\bibitem{refB} RefB
\bibitem{refC} RefC
\mybibitem{refD} RefD
\mybibitem{refE} RefE
\mybibitem{refF} RefF
\bibitem{refG} RefG
\bibitem{refH} RefH
\bibitem{refI} RefI

  • Wow, thanks a million for the effort. How elegant the \newcommand looks! But yes, limitations are there. The first one (the incompatibility with latex-bibitemstyler can easily be overcome by formating my papers as \bibitem{mypaperRefA}, let bibitemstyler sort, and then make a batch replacement of \bibitem{mypaper with \mybibitem{. Easy!
    – Günther
    Nov 15, 2013 at 13:42

Another solution to the problem can be achieved with user-defined scripts in the recently-developed Bibulous bibliography processor for TeX/LaTeX. For this, we can define the function that generates the citation label, and make sure that it appears bold any time that the reference includes, say, "de Broglie" as an author. Thus, with the following files


  title = {Can quantum-mechanical description of physical reality be considered complete?},
  author = {A. Einstein and B. Podolsky and N. Rosen},
  journal = {Phys.\ Rev.},
  volume = {47},
  year = {1935},
  pages = {777--780}

  title = {Probability Theory: The Logic of Science},
  year = {2003},
  author = {E. T. Jaynes},
  publisher = {Cambridge University Press}

  title = {On the present status of the radiation problem},
  author = {Albert Einstein},
  booktitle = {The Collected Papers of Albert Einstein},
  publisher = {Princeton University Press},
  year = {1989},
  pages = {357--375},
  volume = {2}

  title = {Optical aberration coefficients},
  author = {Matthew Peter Rimmer},
  school = {University of Rochester},
  year = {1963}

  title = {On the theory of quanta},
  author = {Louis-Victor de Broglie},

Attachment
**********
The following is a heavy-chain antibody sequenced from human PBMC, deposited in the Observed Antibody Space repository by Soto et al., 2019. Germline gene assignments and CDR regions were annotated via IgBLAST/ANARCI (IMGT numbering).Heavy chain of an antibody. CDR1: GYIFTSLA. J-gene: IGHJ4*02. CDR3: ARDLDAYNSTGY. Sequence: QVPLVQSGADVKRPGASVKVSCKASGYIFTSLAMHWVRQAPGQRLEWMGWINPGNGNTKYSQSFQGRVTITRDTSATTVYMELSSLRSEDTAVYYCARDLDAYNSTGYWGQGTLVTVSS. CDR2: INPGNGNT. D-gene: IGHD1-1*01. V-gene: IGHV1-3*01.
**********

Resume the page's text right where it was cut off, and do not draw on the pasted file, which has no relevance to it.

school = {University of Paris},
  year = {1925}


article = <au>, \enquote{<title>,} \textit{<journal>} \textbf{<volume>},{ }...
          [<startpage>--<endpage>|<startpage>|<eid>|] (<year>).
book = <au>, \textit{<title>} (<publisher>, <year>).
incollection = <au>, \enquote{<title>,} in \textit{<booktitle>}, [Chap.~<chapter>, ]...
        [pp.~<startpage>--<endpage>|p.~<startpage>|<eid>|] (<publisher>, <year>).
mastersthesis = <au>, \enquote{<title>,} M.S. dissertation (<school>, <year>).
phdthesis = <au>, \enquote{<title>,} Ph.D. dissertation (<school>, <year>).

authorlist = <author.to_namelist()>
editorlist = <editor.to_namelist()>
au = <authorlist.format_authorlist()>
ed = <editorlist.format_editorlist()>

allow_scripts = True         ## whether to allow user scripts in BST files

citelabel = create_citelabel(entry, options)

def create_citelabel(entry, options):
    numnames = len(entry['authorlist'])
    if (numnames == 0): return(entry['citenum'])
    foundit = False
    for name in entry['authorlist']:
        if (name['last'] == 'Broglie') and (name['prefix'] == 'de'):
            foundit = True
    if foundit:
        return(r'\textbf{' + entry['citenum'] + '}')



Some text where I cite papers, where I want to highlight all publications 
by de Broglie~\cite{refA, refB, refC, refBOLD, refD}. It would be nice for 
the citations to to appear sorted like [1-3,{\textbf 4},5].


we can get the formatted result:

Formatted reference list

This result has the same problems mentioned by @crixtox: the bold number is not properly sorted or compressed. Doing these operations would require changes to the cite package to accommodate the formatting. On the other hand, compressing the bold citation would also remove one feature that the OP is looking for: highlighting certain references. And having a bold reference always appear first in the list is certainly another to highlight it, although it may contradict the requirements of many publishers.